Stunning Fossil Discovery Proves Life on Earth Began At Least 3.5 Billion Years Ago

Sample of rock taken from the Apex Chert, a rock formation in Western Australia, in 1982 was found to contain evidence of early life on Earth John Valley/UW-Madison

Scientists may have found oldest evidence for life on Earth, building the case for life elsewhere in the universe. That evidence came in the form of samples of microorganisms on a tiny, nearly 3.5-billion-year-old piece of rock found in Australia. The team, led by J. William Schopf, a paleobioloigst at UCLA, with collaborators from the University of Wisconsin Madison, published their results in a new study in PNAS.

Schopf first discovered and characterized the "microfossils" in a 1993 article published in the journal Science, according to a statement. The team at UW-Madison was able to determine that the fossils were, in fact, biologenic—that is, having a biological origin rather than a mineral origin. They came to that conclusion by examining ratios of carbon isotopes within the fossil using a secondary ion mass spectrometer.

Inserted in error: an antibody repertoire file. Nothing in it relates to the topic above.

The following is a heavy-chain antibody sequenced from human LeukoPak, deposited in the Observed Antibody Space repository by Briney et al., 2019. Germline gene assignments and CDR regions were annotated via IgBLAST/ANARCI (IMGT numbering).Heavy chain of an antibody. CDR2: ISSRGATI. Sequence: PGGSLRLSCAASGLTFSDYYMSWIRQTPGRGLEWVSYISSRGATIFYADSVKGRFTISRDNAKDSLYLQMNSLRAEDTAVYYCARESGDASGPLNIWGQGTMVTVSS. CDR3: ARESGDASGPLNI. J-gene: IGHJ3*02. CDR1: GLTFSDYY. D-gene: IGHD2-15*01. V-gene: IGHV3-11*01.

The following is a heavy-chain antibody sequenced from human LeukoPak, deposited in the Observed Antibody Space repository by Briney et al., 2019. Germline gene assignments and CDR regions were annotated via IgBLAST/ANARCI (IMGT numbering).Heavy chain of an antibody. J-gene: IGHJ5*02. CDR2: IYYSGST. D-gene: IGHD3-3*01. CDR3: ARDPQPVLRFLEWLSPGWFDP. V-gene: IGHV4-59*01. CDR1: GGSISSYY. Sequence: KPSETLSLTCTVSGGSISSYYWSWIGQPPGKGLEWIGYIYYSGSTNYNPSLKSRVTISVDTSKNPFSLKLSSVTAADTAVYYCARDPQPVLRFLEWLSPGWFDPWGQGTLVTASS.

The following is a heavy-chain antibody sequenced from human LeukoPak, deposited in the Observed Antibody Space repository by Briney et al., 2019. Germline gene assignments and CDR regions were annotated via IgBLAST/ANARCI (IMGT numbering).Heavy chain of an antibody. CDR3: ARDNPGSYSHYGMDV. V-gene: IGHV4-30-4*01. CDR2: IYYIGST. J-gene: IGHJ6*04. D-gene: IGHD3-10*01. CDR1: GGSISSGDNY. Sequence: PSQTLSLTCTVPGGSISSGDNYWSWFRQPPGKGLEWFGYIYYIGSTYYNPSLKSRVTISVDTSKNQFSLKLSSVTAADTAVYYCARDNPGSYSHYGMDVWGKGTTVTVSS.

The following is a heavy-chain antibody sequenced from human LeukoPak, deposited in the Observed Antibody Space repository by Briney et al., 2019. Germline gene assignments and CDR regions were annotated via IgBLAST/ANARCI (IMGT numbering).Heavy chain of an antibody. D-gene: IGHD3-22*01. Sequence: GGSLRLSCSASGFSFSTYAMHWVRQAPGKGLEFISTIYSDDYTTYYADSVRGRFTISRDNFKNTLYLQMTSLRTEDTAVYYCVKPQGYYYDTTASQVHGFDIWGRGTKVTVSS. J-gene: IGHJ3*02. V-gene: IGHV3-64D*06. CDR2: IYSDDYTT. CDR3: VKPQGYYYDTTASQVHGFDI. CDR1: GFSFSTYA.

According to a UCLA press release, the microorganisms are 3.465 billion years old.

"By 3.465 billion years ago, life was already diverse on Earth; that's clear—primitive photosynthesizers, methane producers, methane users," Schopf said in a press release. "These are the first data that show the very diverse organisms at that time in Earth's history, and our previous.

Schopf believes the fossils formed at a time when there was little oxygen in the atmosphere. In fact, he said, oxygen would have killed them.

"People are really interested in when life on Earth first emerged," John W. Valley, a professor of geoscience at University of Wisconsin-Madison and author on the study told said in a statement. "This study was 10 times more time-consuming and more difficult than I first imagined, but it came to fruition because of many dedicated people who have been excited about this since day one ... I think a lot more microfossil analyses will be made on samples of Earth and possibly from other planetary bodies."

An example of a microfossil discovered in a sample of rock from Apex Chert, a rock formation in western Australia that is among the oldest and best-preserved rock deposits in the world J. William Schopf/UCLA

And, in case all that wasn't exciting enough, the discovery has even broader implications. Given that life seems to have evolved so early in Earth's natural history, and the astronomically high number of places where life could evolve in the universe, it seems less and less likely that Earth would be the only place life would develop.